Edward Scissorhands #5 gives Edward a true moment of bravery and turns people’s opinions around on him.

Writer: Kate Leth
Artist: Drew Rausch
Colourist: Rikki Simons
Letterer: Travis Lanham
Editor: Sarah Gaydos
Publisher: IDW Publishing
Cover Price: $3.99

Previously in Edward Scissorhands #4: The townspeople chased Edward when they should have been chasing Eli … and they burned his house down.


Edward Scissorhands #5 gets the happy ending from writer Kate Leth that the original movie didn’t give the titular character. It’s a very sweet issue and in quite a dark move she also wraps up the trouble with Eli that has been the catalyst for the drama of the entire comics series.

The townspeople in Leth’s story suffer from the same brand of stupidity readers of Edward Scissorhands #5 will recall from the movie. Megs is stuck being the voice of reason, but her youth is her downfall in a move that mirrors the way young women are treated in the real world. Unfortuntely, Megs is left to her own devices when even her mother can’t see past the collective consciousness to the purity and innocent that Edward truly represents.

This issue deals a lot with apologizing for missteps. In Edward Scissorhands #5 the titular character – with Megs in tow – focuses a lot on removing Eli and the threat he poses from the general population. Further than that, Eli makes amends in a truly drastic way, by removing himself from creating more trouble for his own creator/father. This making amends by a character that readers have been taught is likely incapable of feeling remorse is a really lovely and profound moment and makes picking up the issue worth it for that alone.

Toward the end of the issue Leth wraps up the apologies of Edward Scissorhands #5 by having Meg’s mum accept Edward and his truly good nature. It takes a lot for her to see beyond the end of her nose, but she manages it. It earns her the forgiveness of Edward – who must have been a mythical figure in her life, given her parentage – and of her own daughter whom she has been at odds with since the first issue.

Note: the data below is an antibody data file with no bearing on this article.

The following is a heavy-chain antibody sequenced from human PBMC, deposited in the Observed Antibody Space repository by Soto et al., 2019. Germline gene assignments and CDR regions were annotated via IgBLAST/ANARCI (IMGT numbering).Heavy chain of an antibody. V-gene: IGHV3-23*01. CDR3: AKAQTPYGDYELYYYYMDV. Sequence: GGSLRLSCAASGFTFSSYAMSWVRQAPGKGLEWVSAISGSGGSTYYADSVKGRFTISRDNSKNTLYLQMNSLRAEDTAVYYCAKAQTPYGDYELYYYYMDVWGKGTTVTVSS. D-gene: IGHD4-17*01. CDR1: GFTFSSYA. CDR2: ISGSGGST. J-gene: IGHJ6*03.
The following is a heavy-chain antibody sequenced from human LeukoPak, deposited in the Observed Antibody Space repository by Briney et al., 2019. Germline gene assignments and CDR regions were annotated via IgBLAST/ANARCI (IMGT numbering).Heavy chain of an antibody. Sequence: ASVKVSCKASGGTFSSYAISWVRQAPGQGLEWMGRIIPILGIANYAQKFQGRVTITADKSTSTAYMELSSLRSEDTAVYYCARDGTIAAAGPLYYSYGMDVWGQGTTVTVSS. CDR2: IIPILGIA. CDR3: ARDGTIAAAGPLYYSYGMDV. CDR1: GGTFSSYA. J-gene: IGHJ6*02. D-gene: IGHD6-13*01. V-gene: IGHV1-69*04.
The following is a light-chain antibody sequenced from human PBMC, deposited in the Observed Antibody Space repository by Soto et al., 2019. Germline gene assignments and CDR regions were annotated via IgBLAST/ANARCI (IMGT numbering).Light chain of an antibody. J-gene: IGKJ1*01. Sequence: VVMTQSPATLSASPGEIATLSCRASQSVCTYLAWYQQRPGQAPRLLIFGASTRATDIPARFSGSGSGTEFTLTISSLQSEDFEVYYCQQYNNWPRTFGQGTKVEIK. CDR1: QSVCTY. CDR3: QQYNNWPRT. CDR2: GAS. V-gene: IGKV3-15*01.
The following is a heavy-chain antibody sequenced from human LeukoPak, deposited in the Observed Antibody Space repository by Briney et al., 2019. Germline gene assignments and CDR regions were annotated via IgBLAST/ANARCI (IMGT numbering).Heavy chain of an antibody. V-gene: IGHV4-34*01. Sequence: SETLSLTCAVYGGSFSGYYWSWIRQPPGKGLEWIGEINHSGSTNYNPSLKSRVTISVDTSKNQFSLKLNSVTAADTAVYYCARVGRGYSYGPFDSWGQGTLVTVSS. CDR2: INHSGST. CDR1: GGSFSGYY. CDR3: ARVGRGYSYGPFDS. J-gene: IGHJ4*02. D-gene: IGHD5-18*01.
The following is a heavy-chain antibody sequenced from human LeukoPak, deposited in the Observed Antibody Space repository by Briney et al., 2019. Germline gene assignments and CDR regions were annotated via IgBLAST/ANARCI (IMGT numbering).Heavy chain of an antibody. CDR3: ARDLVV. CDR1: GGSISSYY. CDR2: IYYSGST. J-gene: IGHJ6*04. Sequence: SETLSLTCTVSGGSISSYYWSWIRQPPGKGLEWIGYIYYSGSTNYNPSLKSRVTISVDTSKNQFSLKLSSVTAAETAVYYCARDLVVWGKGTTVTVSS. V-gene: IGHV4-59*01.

Leth has tied her narrative up nicely in Edward Scissorhands #5 and pulled some really touching moments from unexpected people and places. She even manages to pay homage to a fallen character who never really got a chance to fulfil what potential they had without taking anything away from either Edward or Megs.

Edward Scissorhands #5 is a satisfying conclusion to this series and probably the strongest issue of the run. Good stuff.



Drew Rausch has done solid work throughout the series and he really gets the chance to draw some weird stuff in Edward Scissorhands #5. He gets the opportunity to take characters and stretch them visually into situations of high stakes – often involving violence. Rausch’s linework involves a lot of sharp angles, hyper-designed shapes and big eyes and it really complements the story being put on the page.

Rausch’s work on the scenery and settings of Edward Scissorhands #5 is also heightened and very well managed. Until the final pages nothing feels safe, as if everything present is trying to stop Megs and Edward from what they have to do.

By the end of the issue Rausch is able to soften his usual Edward Gorey-esque linework and bring some of the sunshine and softness to Edward, Megs and her mother. He does a great job in this final moment of balancing his aesthetic with the shift in mood that the story earns.



Edward Scissorhands #5 is a great ending. The creative team earns each emotional twist and beat and there’s even a moment that might surprise you.

Edward Scissorhands #5


Edward Scissorhands #5 is a great final issue that has some surprising emotional moments before a happy ending.

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About Author

Ashley Victoria Robinson is a Canadian girl by day and Robin by night. She lives in Los Angeles now and stars as Ensign Williams in THE RED SHIRT DIARIES, co-hosts the GEEK HISTORY LESSON podcast and writes for Top Cow.

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